The Early Years

September, 1932 was considered the depths of the great depression by most people in America but not so in the Wilkes household at 200 Agnes Street in Temple City, CA. There, Roy and Eva had just brought their new son Floyd home from the hospital. Father Roy, whose official name is William Leroy Wilkes, and mother Eva, known as Eva Nancy Angeline McElrath before her marriage, were joined by their older children, Elaine, Bill and Shirley Ann in the excitement of welcoming a new addition to the family.

Although these times were hard for many people, things had not been terribly difficult for the Wilkes family. Roy’s job as assistant cashier at the Temple City Bank appeared to be secure and provided adequate income for him to support his family. However, many people were out of work and depended on welfare soup kitchens for their next meal. But the rather favorable conditions at the Wilkes home were about to change.

I don’t have many memories of the earliest years of my life but fortunately I had older siblings who have filled in some of the blanks for me. From their stories I learned about being hit by a car while crossing the street in front of our house, climbing into the rabbit cages in our back yard and playing with my friends the rabbits, being able to remember where people had put something when it was misplaced, and when I was about four, wandering away from home on my own but always under the watchful care and protection of our prize collie dog, Laddie, until I was eventually found several blocks from where we lived by a police officer who took me back home.

Possibly the biggest event that happened to the family during this period was my father losing his job at the bank. This event precipitated many changes for our family. The first thing that had to happen was to find a new source of income. My father tried several things. He had a friend in Temple City, Frank Janes, an electrician who would take him out on jobs, he also tried his hand at other things like working on construction projects. On one of these projects he lost a finger when it got caught in a cement mixer. Fortunately, they were able to reattach it but he was off work for awhile until it healed.

When I was about five-years old, my parents decided to build a house on some property a mile or two east of Temple City in an area that at that time was not part of any town.

This house was a true marvel. Because financial times were hard, they tried every way possible to same money. First, they built the house in stages which was not unusual in those days. The garage was built first and became the family’s residence until the remainder of the house was completed. It was a three bedroom house with a single bath, a living room and a kitchen with an eating area. At the time it seemed sufficiently large to my 5-year-old eyes, but reflecting back, it was probably no more than 1200 or 1300 square feet. Mother and Dad, of course, had one bedroom, Elaine and Shirley Ann shared another and Bill and I shared the third.

The house was built on a concrete slab which helped keep construction costs low. To keep the cost of pouring this slab low, they laid down pieces of old concrete that had come from a road construction project that was going on somewhere in the area. My Mother contacted the construction company that was digging up the concrete and had them haul it to our property and dump it in the back part of our lot. When it came time to build the house, my father and those helping him with the construction took pieces of this old concrete and laid them down so they covered the entire area of the house and then poured new concrete over them, this way it did not require as much new concrete to create the slab for the house.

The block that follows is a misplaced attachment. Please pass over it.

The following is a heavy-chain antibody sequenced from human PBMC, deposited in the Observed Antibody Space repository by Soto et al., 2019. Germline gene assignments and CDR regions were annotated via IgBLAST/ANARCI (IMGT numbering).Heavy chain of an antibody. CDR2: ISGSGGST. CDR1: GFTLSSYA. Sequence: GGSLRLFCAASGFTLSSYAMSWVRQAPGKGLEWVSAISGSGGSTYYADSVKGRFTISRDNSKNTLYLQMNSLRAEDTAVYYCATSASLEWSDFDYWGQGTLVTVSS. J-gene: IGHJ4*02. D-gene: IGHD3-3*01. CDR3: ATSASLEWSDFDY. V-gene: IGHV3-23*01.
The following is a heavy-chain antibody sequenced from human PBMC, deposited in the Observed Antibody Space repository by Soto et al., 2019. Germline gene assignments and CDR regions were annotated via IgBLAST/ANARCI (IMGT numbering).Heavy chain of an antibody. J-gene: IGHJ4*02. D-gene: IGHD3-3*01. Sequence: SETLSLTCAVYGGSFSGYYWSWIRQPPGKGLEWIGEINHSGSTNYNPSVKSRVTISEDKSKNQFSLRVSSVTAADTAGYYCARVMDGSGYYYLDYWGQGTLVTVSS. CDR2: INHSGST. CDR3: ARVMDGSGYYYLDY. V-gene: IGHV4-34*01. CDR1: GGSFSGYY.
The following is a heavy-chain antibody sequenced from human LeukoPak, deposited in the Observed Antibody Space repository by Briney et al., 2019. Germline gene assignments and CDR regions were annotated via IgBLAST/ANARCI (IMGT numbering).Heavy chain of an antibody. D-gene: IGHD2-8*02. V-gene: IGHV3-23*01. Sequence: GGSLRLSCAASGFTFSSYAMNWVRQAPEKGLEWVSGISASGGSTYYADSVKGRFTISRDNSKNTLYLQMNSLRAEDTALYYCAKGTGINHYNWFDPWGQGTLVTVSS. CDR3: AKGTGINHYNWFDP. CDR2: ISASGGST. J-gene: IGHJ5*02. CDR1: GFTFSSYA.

Since our house was being built in what was then a somewhat rural area lying between the three nearby towns of Temple City, El Monte and Arcadia, and since there was no place in the immediate area for people to shop for groceries and the like, my father saw this as a good business opportunity. Immediately in front of our property three major thoroughfares in this part of Los Angeles County intersected: Las Tunas Dr. which further to the East of our property was called Arrow Highway, East Live Oak Ave., and Santa Anita Ave. which was also called Double Drive since it was constructed with an island down the middle. It was a busy intersection. Further out in the county from our property there were several sand and gravel operations which provided materials for construction. Trucks loaded with sand and gravel passed by our house in a continuous stream every day along with many cars and other vehicles.

So with no competition at hand and lots of traffic passing by, my father decided to build a small grocery store on the front of our property. To get the business started, Grandpa Wilkes (William Attless Wilkes), my Dad’s father, sent a large truck loaded with grapefruit from his farm in Arizona to be sold in the store and things grew from there. My recollection is that it never became a huge success as a retail operation but it did provide some constructive activity for my siblings as they worked in the store. It also provided some hoped for income but my mother probably summed it up best when she described this situation by saying: We are not making much money but we eat well.

I had what for me was a traumatic experience while we lived there. A kind of “standard” toy that many kids had in those days was a homemade scooter. It was an early version of the small metal folding scooters with small wheels that kids play with now. It was made by fastening the wheels from a roller skate to the bottom on each end of a piece of 2×4 about two feet long. Then a wooden box such as a lug box that was used for fruit was attached to the top of the 2×4 with another smaller piece of wood like a 1×2 nailed across the top of the box to make handles for the scooter. I had one of these scooters as did a friend that I often played with, except that his had been made very fancy by wrapping a piece of sheet metal around it so it covered the front of the box. I was envious of his fancy scooter.